a look at the impact of war on the economy of a nation
Albert Einstein once said, “I know not with what weapons World War III will be fought, but World War IV will be fought with sticks and stones.” while it is inaccurate to characterise Russia’s incursion into Ukraine as the third world war, the result of its actions appears set to leave its citizens with more or less sticks and stones to their names at least in the short term. the United States, European Union, and several other parties have hit the country with economic sanctions, the consequences of which are being felt on the ground in real time.
what are these effects and why is the Russian central bank raising the interest rate in order to mitigate them?
Russian citizens are being hit hard by both external as well as internal forces. economic sanctions from outside have seen the value of the Rouble plummet 30% to a record low, trading as low as 119 Roubles/1 US Dollar. most Russian banks have also been cut off from the SWIFT (Society for Worldwide Interbank Financial Telecommunication) system which severely hampers the nation’s ability to access its overseas currency reserves.
this is significant as Russia heavily reliant on SWIFT for its key natural resources trade, especially payments for its oil and gas exports. it cuts off access to the $630 billion reserves that Russia had built up since the last round of sanctions in 2014, as most of it is stored overseas in foreign currencies.
when a country’s banking system is cut off from access to money, naturally the end-consumers are also affected. citizens were rushing to ATMs to try and withdraw money before what was available ran out. in response, the central bank banned Russians from sending money overseas in order to preserve the liquidity that was available. it also initiated a direct purchase of gold without any limit on the quantity in order to put liquid (easily transactable) money into the hands of people in place of a relatively illiquid asset such as gold.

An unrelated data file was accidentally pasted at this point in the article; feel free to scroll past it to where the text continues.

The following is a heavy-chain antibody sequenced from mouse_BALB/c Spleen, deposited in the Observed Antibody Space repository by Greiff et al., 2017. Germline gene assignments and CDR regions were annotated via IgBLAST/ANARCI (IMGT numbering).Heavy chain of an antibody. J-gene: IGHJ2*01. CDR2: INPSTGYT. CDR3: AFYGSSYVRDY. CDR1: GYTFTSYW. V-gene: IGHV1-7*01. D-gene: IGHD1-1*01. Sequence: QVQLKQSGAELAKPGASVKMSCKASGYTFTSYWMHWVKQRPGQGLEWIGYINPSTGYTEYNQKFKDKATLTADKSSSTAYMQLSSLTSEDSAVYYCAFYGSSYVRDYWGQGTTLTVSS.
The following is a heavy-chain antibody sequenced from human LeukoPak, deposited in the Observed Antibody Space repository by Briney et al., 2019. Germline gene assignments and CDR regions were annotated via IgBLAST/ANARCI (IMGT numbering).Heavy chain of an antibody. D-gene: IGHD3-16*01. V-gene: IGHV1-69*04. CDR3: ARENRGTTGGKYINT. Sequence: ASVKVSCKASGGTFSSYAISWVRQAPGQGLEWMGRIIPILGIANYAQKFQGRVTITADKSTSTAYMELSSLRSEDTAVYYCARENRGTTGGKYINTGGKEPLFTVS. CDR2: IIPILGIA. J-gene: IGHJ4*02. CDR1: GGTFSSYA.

but perhaps most significantly it raised its key interest rate to 20%. this works in two ways. it encourages Russians to keep their money in the system since they’re getting higher interest, thereby reducing pressure on the limited reserves. consider for you had 100 Roubles in the account, which has depreciated 30% in value due to the sanctions, and therefore has 70 Roubles worth of buying power now. with a 20% interest rate, if you keep your money in the bank, you will end up with 120 Roubles, which even at the depreciated value has a purchasing power of (120 * 0.7) = 84 Roubles.
regardless of these measures, one indisputable fact seems to be that often there are no winners in war and it’s the common people that suffer the most. this event playing out in the age of social media only helps us understand the dynamics of its impact on economies better. an interesting note here is that cryptocurrency advocates are quoting these measures on both sides as an example of why a decentralised system where people, not governments or central banks, have control over their money must be the future.